During the past couple of months, we came across some articles, posts, and talks about design and development techniques and tips, platforms, and technologies that we felt might have potential for use in eLearning.
While we explore some of them in more depth, we thought we’d go ahead and share them in case you see similar or indeed different application potential in your own areas of work.
1. React Native for Web
When eLearning extended to mobile devices, the question of “web app or native app” arose. Each approach had its advantages and its drawbacks. And then came hybrid apps, which seemed to offer a reasonably acceptable compromise solution. So the question that persisted was “Web App? Or Native or Hybrid app?” (You can read about the differences between these here.)
Several frameworks emerged to facilitate the development of hybrid apps.
With frameworks like Adobe PhoneGap (Apache Cordova) or Ionic, for example, you can use a single codebase to create an app (that can be downloaded, installed, and run on devices) as well as a web app (that can be run in a web browser). The app performance, however, is a bit slower due to the runtime conversion that takes place between the “wrapped” content and the device. The app also cannot take full advantage of device native features.
With frameworks like Appcelerator, for example, you can create a single codebase and package it into apps for specific platforms; but you cannot use the same codebase to create a web app as well. In this case, the apps have a better performance since they are pre-compiled into native code, and they can take better advantage of device native features.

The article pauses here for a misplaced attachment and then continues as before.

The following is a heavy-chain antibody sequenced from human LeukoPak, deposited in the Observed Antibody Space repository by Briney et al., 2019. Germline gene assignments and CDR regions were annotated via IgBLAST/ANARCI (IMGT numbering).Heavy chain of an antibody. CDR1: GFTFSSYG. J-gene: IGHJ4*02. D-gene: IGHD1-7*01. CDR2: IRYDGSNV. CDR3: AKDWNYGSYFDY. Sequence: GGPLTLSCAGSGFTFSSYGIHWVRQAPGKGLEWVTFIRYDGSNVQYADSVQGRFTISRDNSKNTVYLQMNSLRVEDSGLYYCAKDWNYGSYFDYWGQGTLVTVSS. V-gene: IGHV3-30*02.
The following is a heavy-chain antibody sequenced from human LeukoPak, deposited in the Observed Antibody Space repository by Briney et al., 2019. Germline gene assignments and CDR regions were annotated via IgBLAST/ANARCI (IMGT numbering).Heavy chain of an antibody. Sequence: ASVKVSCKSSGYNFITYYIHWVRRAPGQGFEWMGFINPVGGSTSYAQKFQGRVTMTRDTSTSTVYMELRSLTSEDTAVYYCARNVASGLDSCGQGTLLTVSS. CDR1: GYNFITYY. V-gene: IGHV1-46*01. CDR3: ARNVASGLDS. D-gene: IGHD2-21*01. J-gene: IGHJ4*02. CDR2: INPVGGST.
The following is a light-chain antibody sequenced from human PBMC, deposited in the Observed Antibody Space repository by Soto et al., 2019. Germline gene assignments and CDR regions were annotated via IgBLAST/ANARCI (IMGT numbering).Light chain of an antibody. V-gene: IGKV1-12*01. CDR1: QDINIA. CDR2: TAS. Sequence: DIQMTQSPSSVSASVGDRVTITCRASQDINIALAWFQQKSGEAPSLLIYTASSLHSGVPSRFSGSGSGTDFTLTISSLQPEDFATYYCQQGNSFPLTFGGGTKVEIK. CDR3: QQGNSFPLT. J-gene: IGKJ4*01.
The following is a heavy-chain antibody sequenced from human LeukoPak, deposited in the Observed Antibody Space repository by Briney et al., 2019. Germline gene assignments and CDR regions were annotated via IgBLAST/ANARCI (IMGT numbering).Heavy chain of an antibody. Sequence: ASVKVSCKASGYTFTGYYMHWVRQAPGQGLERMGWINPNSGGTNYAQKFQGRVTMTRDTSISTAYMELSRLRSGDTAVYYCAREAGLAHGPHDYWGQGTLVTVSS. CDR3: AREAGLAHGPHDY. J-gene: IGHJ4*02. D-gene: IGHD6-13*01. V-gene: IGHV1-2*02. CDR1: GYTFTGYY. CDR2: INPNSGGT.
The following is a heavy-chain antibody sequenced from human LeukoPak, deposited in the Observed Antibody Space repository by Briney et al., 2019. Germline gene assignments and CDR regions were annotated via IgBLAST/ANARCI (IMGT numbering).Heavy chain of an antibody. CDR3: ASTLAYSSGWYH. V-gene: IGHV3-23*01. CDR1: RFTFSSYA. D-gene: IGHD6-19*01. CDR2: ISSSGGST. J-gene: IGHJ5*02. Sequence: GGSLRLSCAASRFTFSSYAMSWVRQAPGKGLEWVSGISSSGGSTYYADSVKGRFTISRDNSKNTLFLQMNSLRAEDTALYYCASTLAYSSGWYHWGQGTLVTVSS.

Now, it seems like React Native for Web promises the advantages of both approaches: the ability to build apps pre-compiled into native code for better performance and richer features, as well as the ability to build a web app – all from the same codebase. What’s more – it’s open source.
So let’s wait and see how this project evolves. If it delivers on its promise, then it could take away the discussion about native vs. hybrid vs. web apps and make it easier for clients to go in for apps when needed.
2. Container Queries
When it comes to responsive design, we use media queries to control content display and layout. One of the most important properties that influences these is the browser window (i.e. viewport) width.
The possibility of using element or container queries instead, to control content display based on parent container width, has been raised before and solutions have been proposed and discarded (e.g. CSS-Element-Queries Polyfill, Prolyfill for CSS Container Queries, EQCSS, EQCSS, Element Queries for CSS, handling infinite loops, “Exit element queries (…) Enter container queries“, and more).
It seems the idea still holds appeal but limitations, such as circularity, invalid conditions, and infinite loops, need to be overcome. And while some attempts have been made to begin a standardization process, a detailed official specification still needs to be defined.
For now, let’s wait and see. If container or element queries can work effectively, and as per a set of global standards, they would certainly give designers more control over content layout and reusability.
3. Interactive Dynamic Video
Adding different types of interactivities to video clips allows us to create high-content- fidelity and high-visual-fidelity learning experiences. So far in our experience, we have tended to superimpose interactive elements over videos, or add questions or exercises after them – but we haven’t been able to manipulate anything in the recorded video clips themselves.